Privacy The revised ePrivacy directive, cookies and behavioural advertising

Data Protection Privacy Lawyers

Data Protection Privacy Lawyers review the revised ePrivacy directive that amends the:
 
Directive 2002/58/EC on privacy and electronic communications, which will be implemented on the 25 May 2011.
 
Essentially, the amendments are designed to bring improvement to the transparency and protection of privacy and personal data of Europeans in the online space.
 
The areas concerned are security breaches, spyware, cookies, enforcement of the rules and spam. The key changes:
 
1. Crossborder cooperation is improved with the UK information commission.
 
2. Anybody including an ISP will be able to bring legal proceedings against spammers.
 
3. Reinforcement of protection against data attributes and interception of user`s communications through (e.g. spyware & cookies) have been strengthened through the opt-in mechanism. In other words, explicit consent must be obtained before a website stores, collects, or uses data relating to users.
 
4. There is a framework for mandatory notification of personal data breaches. Any communications provider or internet service provider that has a security breach where personal data has been wrongfully disclosed, must inform the data subject, if such breach where likely to have an adverse effect on the data subject (e.g. where the data subjects reputation could be damaged, identity theft etc).
 
Data Protection Privacy Lawyers Self Regulatory Initiative
 
In an attempt to stave off legislation, the online advertising industry launched a self regulatory initiative that is to be finalised this April 2011. It will be rolled out over the next 12 months through national industry associations.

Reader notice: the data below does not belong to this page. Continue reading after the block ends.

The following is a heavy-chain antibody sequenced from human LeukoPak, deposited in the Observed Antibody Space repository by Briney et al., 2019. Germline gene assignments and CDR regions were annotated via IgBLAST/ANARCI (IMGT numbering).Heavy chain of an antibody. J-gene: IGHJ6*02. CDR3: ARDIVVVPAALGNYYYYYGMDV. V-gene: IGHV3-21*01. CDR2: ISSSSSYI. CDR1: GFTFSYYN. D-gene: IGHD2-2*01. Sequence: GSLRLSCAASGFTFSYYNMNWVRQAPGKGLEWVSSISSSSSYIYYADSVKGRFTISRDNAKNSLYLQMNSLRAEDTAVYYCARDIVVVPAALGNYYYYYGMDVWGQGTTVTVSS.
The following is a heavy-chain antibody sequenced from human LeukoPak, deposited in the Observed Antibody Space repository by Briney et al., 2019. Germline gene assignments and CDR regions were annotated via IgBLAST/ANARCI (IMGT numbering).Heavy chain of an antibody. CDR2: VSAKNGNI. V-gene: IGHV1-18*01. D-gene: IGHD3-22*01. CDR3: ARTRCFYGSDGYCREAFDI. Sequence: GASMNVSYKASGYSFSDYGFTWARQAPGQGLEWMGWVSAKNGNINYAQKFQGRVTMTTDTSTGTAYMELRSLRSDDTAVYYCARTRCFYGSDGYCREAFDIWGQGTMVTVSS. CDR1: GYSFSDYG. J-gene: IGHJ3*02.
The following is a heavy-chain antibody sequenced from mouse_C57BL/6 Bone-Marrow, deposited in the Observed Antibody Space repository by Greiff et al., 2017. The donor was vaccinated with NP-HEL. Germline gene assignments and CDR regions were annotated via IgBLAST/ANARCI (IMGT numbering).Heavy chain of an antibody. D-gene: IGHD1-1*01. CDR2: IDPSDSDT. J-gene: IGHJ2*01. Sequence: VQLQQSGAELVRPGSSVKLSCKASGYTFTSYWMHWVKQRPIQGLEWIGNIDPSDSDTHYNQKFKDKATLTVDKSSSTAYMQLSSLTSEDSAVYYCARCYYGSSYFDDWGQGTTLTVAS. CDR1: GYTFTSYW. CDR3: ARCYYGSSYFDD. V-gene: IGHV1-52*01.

Privacy

Privacy

 
According to the NMA website it was developed by major stakeholders representing advertisers including the Internet Advertising Bureau, a UK trade association for the Internet; the World Federation of Advertisers, the European Advertising Standards Alliance; the Direct Marketing Association and the ISBA.
 
It also has broad support from the top UK ad networks. according to the NMA website the initiative:
 
“aims to meet the notion of user consent through transparency and control. Users receiving behaviourally targeted and retargeted ads will be alerted by a privacy icon which, when clicked on, gives information on what behavioural targeting is, how the practice is achieved, and what users can do to opt out of receiving such ads through a central website, Your Online Choices”
 
 The initiative will have to be approved by all 27 member states of the EU before it can be accepted.
 
Advertising on the Internet is regulated by the British Codes of Advertising and Sales Promotion 1999 (“the Codes”). The Codes are published and reviewed by the Committee of Advertising Practice (CAP). CAP was set up by the advertising industry to regulate itself. The Advertising Standards Authority was set up as an independent self regulatory body to administer the Codes.

 

Policing advertising on the Internet falls to the Advertising Standards Authority.

 

Viewpoint

 

The revised ePrivacy directive threatens the current self regulation of the online advertising industry. There is an obvious need to bring the huge risks to privacy brought about by the digital age under control. Private information is routinely unlawfully disclosed to third parties and the use of web applications and software for data profiling is prolific. On the other hand, users also benefit from targeted advertising and the improvement of consumer choice. An exciting time for data protection privacy lawyers

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